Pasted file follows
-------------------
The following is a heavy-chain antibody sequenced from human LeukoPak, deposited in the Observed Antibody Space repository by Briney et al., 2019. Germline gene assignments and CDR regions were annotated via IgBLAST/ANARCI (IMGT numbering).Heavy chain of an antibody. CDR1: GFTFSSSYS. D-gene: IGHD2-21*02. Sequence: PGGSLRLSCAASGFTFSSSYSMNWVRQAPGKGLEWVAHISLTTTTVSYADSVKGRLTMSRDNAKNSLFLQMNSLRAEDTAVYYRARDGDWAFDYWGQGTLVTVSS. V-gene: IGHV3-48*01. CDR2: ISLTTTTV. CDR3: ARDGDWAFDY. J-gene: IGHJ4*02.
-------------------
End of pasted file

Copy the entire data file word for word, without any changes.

The following is a heavy-chain antibody sequenced from human LeukoPak, deposited in the Observed Antibody Space repository by Briney et al., 2019. Germline gene assignments and CDR regions were annotated via IgBLAST/ANARCI (IMGT numbering).Heavy chain of an antibody. CDR1: GFTFSSSYS. D-gene: IGHD2-21*02. Sequence: PGGSLRLSCAASGFTFSSSYSMNWVRQAPGKGLEWVAHISLTTTTVSYADSVKGRLTMSRDNAKNSLFLQMNSLRAEDTAVYYRARDGDWAFDYWGQGTLVTVSS. V-gene: IGHV3-48*01. CDR2: ISLTTTTV. CDR3: ARDGDWAFDY. J-gene: IGHJ4*02.